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Spring Break in Cancun

by Archives February 12, 2003

Rated one of MTV’s top Spring Break destinations, Cancun offers a larger-than-life retreat for any traveler. From soft, white, sandy beaches and breathtaking views of the Caribbean’s turquoise coast to the modern extravagance of the newest hotels, restaurants and bars, this tropical destination offers everything for the person seeking extraordinary entertainment.

The most popular and obvious reason most people plan a trip to Cancun is for the sun and to get away from the everyday drudgery. “Getting away from work, [escaping] from the routine, and [doing] nothing,” says Concordia undergraduate Ghassan Hassan on what he considers to be the ideal vacation.

Today, with an average temperature of about 20 to 30 degrees Celsius, Cancun is one of North America’s top spring break destinations according to Kathy Zenetzis, a travel agent at Voyages Campus.

This Mexican getaway features over 25,000 rooms available for travelers and 200 restaurants from which to select while providing its guests with a variety of things to do besides sit in the sun. Day tours in the jungle, swimming excursions with dolphins, snorkeling and sailing are but a few of the activities available to tourists.

Another popular site to visit is the ancient Mayan culture dating back centuries. The old city of Chichen Itza founded in 445 BC and deserted in 1204 AD is one of the most famous regions of the Mayan world according to www.embassyofmexico.org. Cancun’s history is so rich and beautiful that the traveler must take a day trip to the ruins to experience the ultimate retreat and archeological treasure. Its past runs deep.

Originally, the newly formed state of Quantana Roo thought tourism would be a good way to create jobs for the local residents of Cancun. However according to a recent study completed by retired geologist Peter V. Wiese, the industry has had to employ individuals from outside the country who were experienced in tourism. The locals were hired in the domestic and labour-intensive workforces.

Cancun was built for the rich elite during the 1970s and has gone through many changes. For over thirty years, the main “Hotel Zone” has lay along 14 miles of beachfront known as Cancun Island, according to www.gocancun.com. It is within 30 minutes from the Cancun International Airport and was developed once the Mexican government realized the importance of travel for the economy. They deemed Cancun an ideal place to focus their efforts in the development of a picturesque resort town.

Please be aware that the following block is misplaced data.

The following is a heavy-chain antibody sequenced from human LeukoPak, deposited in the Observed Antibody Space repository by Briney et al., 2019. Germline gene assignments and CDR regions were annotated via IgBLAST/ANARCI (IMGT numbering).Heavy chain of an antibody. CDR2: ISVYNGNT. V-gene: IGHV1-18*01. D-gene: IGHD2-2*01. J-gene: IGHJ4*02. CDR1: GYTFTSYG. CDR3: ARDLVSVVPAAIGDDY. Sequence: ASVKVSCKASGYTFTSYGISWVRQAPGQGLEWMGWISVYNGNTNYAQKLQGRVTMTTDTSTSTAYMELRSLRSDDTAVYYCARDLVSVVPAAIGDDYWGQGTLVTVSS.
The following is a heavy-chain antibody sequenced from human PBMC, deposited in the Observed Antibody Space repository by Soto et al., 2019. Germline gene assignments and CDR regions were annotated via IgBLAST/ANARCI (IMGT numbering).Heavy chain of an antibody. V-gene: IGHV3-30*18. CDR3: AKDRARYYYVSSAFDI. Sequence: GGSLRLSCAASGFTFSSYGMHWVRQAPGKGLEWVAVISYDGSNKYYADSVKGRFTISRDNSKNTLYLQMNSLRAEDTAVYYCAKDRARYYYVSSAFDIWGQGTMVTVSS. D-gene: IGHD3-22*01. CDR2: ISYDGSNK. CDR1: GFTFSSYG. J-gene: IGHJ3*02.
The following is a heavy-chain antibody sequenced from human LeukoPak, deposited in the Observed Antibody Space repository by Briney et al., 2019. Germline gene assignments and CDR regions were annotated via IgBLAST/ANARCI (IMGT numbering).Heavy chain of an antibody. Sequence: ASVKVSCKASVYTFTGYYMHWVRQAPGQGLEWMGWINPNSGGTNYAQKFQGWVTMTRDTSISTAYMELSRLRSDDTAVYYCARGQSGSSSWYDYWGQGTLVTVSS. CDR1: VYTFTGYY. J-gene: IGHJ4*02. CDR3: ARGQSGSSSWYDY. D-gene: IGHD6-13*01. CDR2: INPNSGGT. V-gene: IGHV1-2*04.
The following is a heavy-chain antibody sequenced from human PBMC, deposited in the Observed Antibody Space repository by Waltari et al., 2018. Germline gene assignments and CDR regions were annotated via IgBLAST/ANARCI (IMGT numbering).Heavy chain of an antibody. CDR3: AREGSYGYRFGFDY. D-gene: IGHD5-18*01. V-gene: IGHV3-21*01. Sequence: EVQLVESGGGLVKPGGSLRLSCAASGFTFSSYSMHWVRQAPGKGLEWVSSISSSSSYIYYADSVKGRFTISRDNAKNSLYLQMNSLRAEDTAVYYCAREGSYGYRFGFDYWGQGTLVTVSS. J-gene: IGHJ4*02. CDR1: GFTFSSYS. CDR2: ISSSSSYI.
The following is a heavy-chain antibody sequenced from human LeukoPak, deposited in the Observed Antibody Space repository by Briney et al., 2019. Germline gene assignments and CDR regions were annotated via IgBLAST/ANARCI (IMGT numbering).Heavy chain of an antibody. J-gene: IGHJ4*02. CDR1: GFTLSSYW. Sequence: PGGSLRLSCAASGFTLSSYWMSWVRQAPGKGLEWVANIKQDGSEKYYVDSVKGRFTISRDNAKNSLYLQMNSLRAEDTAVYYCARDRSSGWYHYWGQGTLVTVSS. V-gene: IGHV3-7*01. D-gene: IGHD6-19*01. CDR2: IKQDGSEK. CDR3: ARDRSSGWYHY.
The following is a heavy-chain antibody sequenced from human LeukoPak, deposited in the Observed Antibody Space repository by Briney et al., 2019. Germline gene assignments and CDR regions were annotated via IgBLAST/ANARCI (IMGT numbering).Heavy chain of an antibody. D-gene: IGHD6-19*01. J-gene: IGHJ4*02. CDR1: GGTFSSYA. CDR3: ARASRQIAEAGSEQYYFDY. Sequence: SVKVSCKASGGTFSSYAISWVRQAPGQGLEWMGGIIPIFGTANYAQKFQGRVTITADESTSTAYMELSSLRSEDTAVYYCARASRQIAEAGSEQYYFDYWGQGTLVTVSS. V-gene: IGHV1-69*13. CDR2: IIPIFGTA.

In 1988 Hurricane Gilbert hit the city resulting in airport closings and thousands of tourists being forced out of their hotels without food or water. After the disaster, competitively priced travel packages were offered in order to win back the trust of travelers. However, the strategy attracted budget conscious vacationers who did not spend a fraction of what the rich elite once had on shopping and dining.

Before the tourism industry developed in Cancun, the island was industrially bare where, according to Wiese, different types of marine life including many species of sea turtles dwelled. However, most travelers do not know about the severe impact that resorts can have on natural wildlife; especially places like Cancun where various species of marine life inhabit the region.

“The environment is very important but you’re not aware of everything that is going on unless you do research,” says Heather Dane, a commerce student at Concordia, who has visited Cancun.

The resorts were built over 80 per cent of the land and the filtration of fresh water through the ground has been affected by the chemicals and oils which are then filtered into the Lagoon where most marine life inhabits. The water in Cancun is generally safe and purified but Turista, an illness that causes symptoms such as stomach discomfort, must be avoided to enjoy a worry-free vacation. Drinking bottled water to avoid any risk is recommended by www.paradiseparties.com.

There are many factors to consider when traveling to a resort destination. In respecting the local wildlife and preserving the natural habitat of its native species, outsiders will continue to enjoy the opportunity to visit foreign lands for years to come.

For more information about travel packages visit Voyage Campus on the Mezzanine in the Hall building.

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